Tips to Avoid Pain Recovery Relapse
The key to pain recovery is consistency
Posted May 1, 2015
I typically use the famous quote from W.L. Bateman, “if you keep on doing what you’ve always done, you’ll keep on getting what you’ve always got,” when patients come into treatment after having no success with methods of pain relief. Despite unsuccessful outcomes, patients try to convince my treatment team and me that they should continue using the medications they have been taking.
The key to pain recovery is consistency. Conversely, the road to relapse is inconsistency. Gyms around the country sell memberships that exceed their capacity based on the notion that commitment to exercise will eventually dwindle. Most people set out with the best intentions but lose their will to commit to consistent exercise over time. We see similar scenarios with chronic pain patients. Many patients are excellent starters but not very good maintainers. They seem to enjoy the sprint but not the marathon. If you take this approach with a gym membership you may lose some money, but if you do this with your recovery, the stakes can be quite grave.
The best advice I’ve ever heard regarding pain recovery came from a nurse practitioner I worked with at Johns Hopkins. She said “Do the same on a good day as you do on a bad day.” Often times patients with chronic pain exert themselves too much on a good day, end up overdoing it, and then require a few days off due to the pain. Then they feel bad about the lack of accomplishment on the days off, start to feel better and then repeat the cycle. This pattern of inconsistency sets them up for relapse. I encourage patients to set up a manageable schedule that they can handle on a good day or a bad day. Eventually patients learn that they – not the pain – have the power to control their lives. The goal is to learn to be in charge of your own life and not allow the pain to have that power.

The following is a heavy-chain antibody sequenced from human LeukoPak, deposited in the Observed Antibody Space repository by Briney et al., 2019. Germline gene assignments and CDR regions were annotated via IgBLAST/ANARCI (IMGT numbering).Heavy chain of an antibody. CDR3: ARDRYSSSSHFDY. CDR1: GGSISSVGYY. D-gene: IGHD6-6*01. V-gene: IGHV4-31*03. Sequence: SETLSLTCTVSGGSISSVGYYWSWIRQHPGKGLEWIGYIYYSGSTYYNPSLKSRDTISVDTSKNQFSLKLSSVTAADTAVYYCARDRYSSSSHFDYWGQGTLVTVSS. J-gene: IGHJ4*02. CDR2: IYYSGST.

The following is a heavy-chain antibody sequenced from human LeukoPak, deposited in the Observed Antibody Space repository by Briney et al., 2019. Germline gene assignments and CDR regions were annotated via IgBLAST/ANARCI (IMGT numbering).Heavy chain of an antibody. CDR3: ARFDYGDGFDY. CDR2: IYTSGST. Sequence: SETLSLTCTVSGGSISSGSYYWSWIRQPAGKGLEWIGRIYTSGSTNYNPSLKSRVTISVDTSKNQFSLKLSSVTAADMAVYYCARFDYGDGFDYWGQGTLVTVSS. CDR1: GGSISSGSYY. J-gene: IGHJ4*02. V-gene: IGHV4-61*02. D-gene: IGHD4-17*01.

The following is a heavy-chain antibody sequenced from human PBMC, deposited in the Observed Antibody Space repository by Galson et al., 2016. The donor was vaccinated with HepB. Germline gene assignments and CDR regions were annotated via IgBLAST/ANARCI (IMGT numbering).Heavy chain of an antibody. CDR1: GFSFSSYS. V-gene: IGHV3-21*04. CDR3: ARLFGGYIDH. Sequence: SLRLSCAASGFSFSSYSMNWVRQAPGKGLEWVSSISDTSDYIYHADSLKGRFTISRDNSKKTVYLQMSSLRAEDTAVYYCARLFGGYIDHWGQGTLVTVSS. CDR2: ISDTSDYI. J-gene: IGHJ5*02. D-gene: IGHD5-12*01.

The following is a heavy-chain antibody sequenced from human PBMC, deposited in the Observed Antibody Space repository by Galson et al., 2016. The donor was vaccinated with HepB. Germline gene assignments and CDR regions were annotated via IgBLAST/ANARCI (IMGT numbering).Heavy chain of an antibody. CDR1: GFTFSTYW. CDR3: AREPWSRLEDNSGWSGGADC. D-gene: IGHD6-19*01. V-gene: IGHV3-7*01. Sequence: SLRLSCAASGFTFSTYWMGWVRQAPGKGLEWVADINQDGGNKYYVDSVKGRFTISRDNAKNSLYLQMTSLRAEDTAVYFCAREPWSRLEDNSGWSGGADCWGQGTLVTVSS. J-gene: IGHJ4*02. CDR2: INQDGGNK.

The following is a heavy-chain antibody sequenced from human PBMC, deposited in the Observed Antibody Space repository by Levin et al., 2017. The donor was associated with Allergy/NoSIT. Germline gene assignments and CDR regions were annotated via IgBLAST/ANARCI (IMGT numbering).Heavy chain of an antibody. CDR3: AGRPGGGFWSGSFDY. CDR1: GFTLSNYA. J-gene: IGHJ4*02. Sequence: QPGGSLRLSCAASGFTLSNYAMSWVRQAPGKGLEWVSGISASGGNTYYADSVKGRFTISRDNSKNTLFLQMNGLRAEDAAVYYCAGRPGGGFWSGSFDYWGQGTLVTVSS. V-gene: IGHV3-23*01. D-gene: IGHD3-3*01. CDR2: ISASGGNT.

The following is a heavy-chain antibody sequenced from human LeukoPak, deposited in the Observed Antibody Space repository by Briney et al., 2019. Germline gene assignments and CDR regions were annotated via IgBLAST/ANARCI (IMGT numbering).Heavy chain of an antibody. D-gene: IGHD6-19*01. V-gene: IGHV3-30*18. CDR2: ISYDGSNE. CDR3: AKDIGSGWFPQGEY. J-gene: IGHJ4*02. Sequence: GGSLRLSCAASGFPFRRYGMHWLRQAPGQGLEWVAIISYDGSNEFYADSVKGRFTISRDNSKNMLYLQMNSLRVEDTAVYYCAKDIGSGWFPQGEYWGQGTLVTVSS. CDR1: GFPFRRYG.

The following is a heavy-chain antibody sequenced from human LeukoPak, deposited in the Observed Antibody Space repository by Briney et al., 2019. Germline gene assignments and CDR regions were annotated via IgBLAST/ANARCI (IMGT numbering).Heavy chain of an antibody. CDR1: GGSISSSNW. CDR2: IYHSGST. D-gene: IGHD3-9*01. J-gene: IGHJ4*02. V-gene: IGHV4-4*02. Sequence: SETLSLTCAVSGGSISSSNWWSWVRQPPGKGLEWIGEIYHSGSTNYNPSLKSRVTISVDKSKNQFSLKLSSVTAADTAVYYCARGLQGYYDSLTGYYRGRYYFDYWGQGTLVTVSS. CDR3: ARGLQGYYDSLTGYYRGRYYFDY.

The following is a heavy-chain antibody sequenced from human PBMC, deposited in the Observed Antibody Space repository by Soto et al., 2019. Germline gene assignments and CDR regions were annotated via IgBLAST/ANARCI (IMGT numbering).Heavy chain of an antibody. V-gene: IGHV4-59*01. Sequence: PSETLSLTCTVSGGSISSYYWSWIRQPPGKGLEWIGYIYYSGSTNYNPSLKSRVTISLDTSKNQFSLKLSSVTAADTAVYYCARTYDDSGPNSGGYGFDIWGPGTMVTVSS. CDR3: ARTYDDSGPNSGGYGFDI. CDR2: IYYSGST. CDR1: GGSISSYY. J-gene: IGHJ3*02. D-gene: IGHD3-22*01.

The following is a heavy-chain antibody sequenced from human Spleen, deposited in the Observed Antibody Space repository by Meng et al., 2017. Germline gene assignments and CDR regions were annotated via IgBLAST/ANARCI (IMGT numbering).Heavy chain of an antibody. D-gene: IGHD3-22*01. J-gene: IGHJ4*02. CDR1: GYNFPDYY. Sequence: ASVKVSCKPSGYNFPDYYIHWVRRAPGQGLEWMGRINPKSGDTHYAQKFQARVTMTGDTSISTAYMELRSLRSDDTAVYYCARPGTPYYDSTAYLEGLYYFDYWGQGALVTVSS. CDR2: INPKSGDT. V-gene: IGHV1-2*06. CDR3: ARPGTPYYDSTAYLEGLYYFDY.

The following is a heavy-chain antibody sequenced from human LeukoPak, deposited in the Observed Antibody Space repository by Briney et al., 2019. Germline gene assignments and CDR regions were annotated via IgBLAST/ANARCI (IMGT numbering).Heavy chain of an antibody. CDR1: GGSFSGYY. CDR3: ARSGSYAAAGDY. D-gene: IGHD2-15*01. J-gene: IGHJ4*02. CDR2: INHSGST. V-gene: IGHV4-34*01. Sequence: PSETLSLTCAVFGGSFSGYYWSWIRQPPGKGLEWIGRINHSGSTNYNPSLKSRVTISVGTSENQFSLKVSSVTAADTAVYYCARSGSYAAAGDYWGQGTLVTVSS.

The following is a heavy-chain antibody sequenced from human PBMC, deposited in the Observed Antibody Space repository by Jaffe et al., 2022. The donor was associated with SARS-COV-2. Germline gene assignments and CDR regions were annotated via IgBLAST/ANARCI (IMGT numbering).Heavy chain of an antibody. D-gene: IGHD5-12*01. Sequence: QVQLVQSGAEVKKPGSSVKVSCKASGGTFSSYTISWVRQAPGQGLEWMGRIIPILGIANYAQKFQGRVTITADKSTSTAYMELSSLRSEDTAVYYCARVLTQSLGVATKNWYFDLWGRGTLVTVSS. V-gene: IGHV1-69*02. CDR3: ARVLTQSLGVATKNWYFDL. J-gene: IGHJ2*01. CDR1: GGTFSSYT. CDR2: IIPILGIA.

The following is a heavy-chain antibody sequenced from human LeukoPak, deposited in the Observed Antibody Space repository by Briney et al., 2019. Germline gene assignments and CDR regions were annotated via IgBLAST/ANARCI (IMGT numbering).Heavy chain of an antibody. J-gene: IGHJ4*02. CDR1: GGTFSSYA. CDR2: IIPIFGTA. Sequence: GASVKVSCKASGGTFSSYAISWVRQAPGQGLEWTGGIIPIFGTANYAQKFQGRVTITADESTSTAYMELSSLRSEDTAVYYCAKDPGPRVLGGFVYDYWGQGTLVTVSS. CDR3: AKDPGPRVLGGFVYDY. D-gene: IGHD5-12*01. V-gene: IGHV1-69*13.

Every chronic pain patient is different and therefore it’s important to maintain the treatments that are most helpful to you. This may include acupuncture, massage, yoga, physical therapy, aqua therapy, 12-step meetings, and/or meditation. Don’t stop doing what is working, even if you feel it may only be helping 5-10 percent. That percentage may be the tipping point.
It’s important that each patient identify his or her own relapse triggers and warning signs. Identify what activities or emotions increase your pain. You do not necessarily have to avoid these activities or emotions, but you may need to modify or plan for them. Also, what are your warning signs? Be aware of your body, mind and emotions. How are you feeling? These questions and check-ins can help prevent relapse.
Chronic pain is just that: chronic. Remember, if pain returns, it doesn’t mean “It’s back forever” or “It’s never going to improve.” These messages increase our anxiety, which increases our tension, which increases our pain. Everyone has days that are not great. The key is to just keep doing what works consistently.
One caveat: If the pain or emotion you experience is new, severe or of a different quality, please do not hesitate to see your doctor to be sure a more serious condition isn’t present that requires attention. Just because there is a chronic pain condition doesn’t mean acute problems don’t arise.